1a. Objectives (from AD-416):
To assist in the application of analysis of variance-principal components analysis (ANOVA-PCA) to food and botanical data acquired at ARS and to develop an algorithm for aligning chromatograms obtained with ultra-violet (UV) and mass spectrometric (MS) detection. The purpose of this cooperative agreement is to develop spectral fingerprinting and chromatographic profiling methods for the rapid detection and categorization of foods and botanical materials.
1b. Approach (from AD-416):
The Food Composition and Methods Development Laboratory (FCMDL) is responsible for developing analytical methods for chemical components in foods and dietary supplements. New methods are being developed for spectral fingerprinting and chromatographic profiling of plant materials using UV and MS detection. Fingerprints are acquired by direct analysis with no chromatographic separation. Both types of data are analyzed using pattern recognition programs like ANOVA-PCA. Proper interpretation of the data requires considerable skill in the area of chemometrics, the area of expertise of the cooperator. A particularly troublesome problem is that the application of ANOVA-PCA to chromatographic profiles requires the alignment of the chromatograms prior to processing. The cooperator will assist in the application of ANOVA-PCA to data obtained at USDA and in the analysis of variable interaction. In addition, the cooperator will develop software for aligning chromatograms so that ANOVA-PCA can be applied to chromatographic profiles.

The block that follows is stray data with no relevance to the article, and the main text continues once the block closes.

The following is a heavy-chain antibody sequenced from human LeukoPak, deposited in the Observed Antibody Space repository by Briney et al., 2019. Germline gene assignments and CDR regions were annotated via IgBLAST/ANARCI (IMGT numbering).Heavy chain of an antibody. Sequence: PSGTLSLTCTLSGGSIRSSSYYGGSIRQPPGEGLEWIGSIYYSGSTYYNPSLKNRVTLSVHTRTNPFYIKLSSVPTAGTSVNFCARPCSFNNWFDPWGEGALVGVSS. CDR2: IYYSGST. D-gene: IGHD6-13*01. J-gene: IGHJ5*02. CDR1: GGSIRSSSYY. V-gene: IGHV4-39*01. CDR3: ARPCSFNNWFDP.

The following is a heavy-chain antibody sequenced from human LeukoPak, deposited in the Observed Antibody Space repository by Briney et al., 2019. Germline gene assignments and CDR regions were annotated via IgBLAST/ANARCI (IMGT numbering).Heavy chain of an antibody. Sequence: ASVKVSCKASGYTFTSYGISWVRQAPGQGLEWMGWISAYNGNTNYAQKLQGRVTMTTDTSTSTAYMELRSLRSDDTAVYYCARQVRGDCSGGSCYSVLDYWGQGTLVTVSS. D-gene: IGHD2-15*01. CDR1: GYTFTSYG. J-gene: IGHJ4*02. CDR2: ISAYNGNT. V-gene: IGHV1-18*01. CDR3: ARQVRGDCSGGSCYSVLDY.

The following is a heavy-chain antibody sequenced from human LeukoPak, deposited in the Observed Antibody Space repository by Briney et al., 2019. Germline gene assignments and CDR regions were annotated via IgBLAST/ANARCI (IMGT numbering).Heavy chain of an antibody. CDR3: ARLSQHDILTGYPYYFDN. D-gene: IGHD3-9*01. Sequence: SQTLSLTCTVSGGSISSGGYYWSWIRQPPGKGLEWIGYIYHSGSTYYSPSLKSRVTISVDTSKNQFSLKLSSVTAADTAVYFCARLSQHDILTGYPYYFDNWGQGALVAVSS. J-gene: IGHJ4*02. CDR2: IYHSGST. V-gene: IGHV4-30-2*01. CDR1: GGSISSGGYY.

3. Progress Report:
In collaboration with a Professor at Ohio University, FCMDL has developed methods for the analysis of complex data patterns that allow the determination of the authenticity of unknown botanical samples. This has been done using principal component analysis (PCA), one class classification with soft independent modeling of class analogy (SIMCA), partial least squares-discriminant analysis ( PLS-DA), fuzzy rule-building expert system (FuRES), and fuzzy optimal associate memory (FOAM). These methods make it possible to determine if the fingerprint of the unknown material matches that of the authentic material. These methods were used to discriminate between American and Asian ginseng, American ginseng grown in Wisconsin, Canada, and China, and adulterated and authentic Ginkgo biloba.